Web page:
KEYNOTES

Rebecca JORDAN-YOUNG, Tow Associate Professor of Women’s, Gender, and Sexuality Studies, Barnard College. Sex as Chimera: Tools for (Un)Thinking Difference.

Gillian EINSTEIN, Visiting Professor of Neuroscience and Gender Medicine, Linköping University, Associate Professor of Psychology, Dalla Landa School of Public Health, University of Toronto. When Does a Difference Make a Difference? Exemples from Situated Neuroscience.

Georgina RIPPON, Professor of Cognitive NeuroImaging, Aston University. Functional Neuroimaging (FNI) and Sex/Gender Research: of Differences, Dichotomies and Entanglement.

Anne FAUSTO-STERLING, Nancy Duke Lewis Professor of Biology and Gender Studies, Brown University. How Your Generic Baby Aquires Gender.

**from your dictionary.com: When a large group of people is very unhappy with a certain policy or event, this collective unhappiness is an example of dissensus.

 

Naomi Wolf on Aging: What do you think? August 12, 2014

Filed under: academia,ageing,aging,appearance,beauty,body,gender stereotypes,self-esteem,sex — annejjacobson @ 5:50 pm

Is the following just a description, or in part a recommendation? In any case, it carries a lot of information about values, though just whose may not be clear. In any case, what do you think about it? definitely on the right track? Spending too much on yoga, pilates, organic food and expensive hair stylists? Some big flaws? Just wait untill she gets to 65?

When I am at a social occasion, the showstoppers are no longer the young beauties in their 20s. Rather, those who draw all the light in the room are the women of great accomplishment and personal charisma — and these are usually women in midlife. (Indeed, at events I have attended recently, cadres of conventionally beautiful young women seem now to be treated almost like wallpaper or like the catering staff.)

The change in social norms around the issue of women’s aging is immense. There is now an influential and growing demographic of educated, well-off women whose status, sense of self-esteem and sexual cachet rise rather than fall as they head toward midlife. I do not see younger women looking at accomplished women in their 40s with pity or derision: I see them looking ahead with admiration and even envy...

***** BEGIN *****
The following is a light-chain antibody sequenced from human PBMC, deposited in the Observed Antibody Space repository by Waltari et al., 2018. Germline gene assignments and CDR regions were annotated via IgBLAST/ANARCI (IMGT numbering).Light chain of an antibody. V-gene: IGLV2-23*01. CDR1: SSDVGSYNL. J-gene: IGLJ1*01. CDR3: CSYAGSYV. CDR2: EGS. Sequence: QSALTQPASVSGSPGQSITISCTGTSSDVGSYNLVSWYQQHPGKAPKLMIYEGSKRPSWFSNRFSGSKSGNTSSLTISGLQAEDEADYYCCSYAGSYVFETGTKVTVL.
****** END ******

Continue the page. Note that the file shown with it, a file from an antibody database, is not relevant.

Because of advances in health and well-being awareness, many women I know are entering midlife feeling as good as (and looking better than) they did in college. But they also have professional success, self-knowledge, sexual magnetism and awareness, and even thriving children, admiring husbands or ardent lovers. These signs of accomplishment merely add to the allure of many midlife women — women who, when asked if they would like to be in their 20s again, think of doing so with a shudder.

So male philosophers who hit on young women in classes or conference are what? Incredibly insecure? Following the pro-creation narrative? Out of touch with the values of the cultural elite?

 

Body hair teaching exercise July 6, 2014

Filed under: appearance,teaching — Jender @ 7:14 am

That’s the question confronting students in classes taught by Breanne Fahs, associate professor of women and gender studies in ASU’s New College of Interdisciplinary Arts and Sciences. Since 2010 Fahs has offered students the chance to participate in an extra-credit exercise related to body hair.

Female student participants stop shaving their legs and underarms for ten weeks during the semester while keeping a journal to document their experiences. For male students, the assignment is to shave all body hair from the neck down.

“There’s no better way to learn about societal norms than to violate them and see how people react,” said Fahs. “There’s really no reason why the choice to shave, or not, should be a big deal. But it is, as the students tend to find out quickly.”

For more, go here.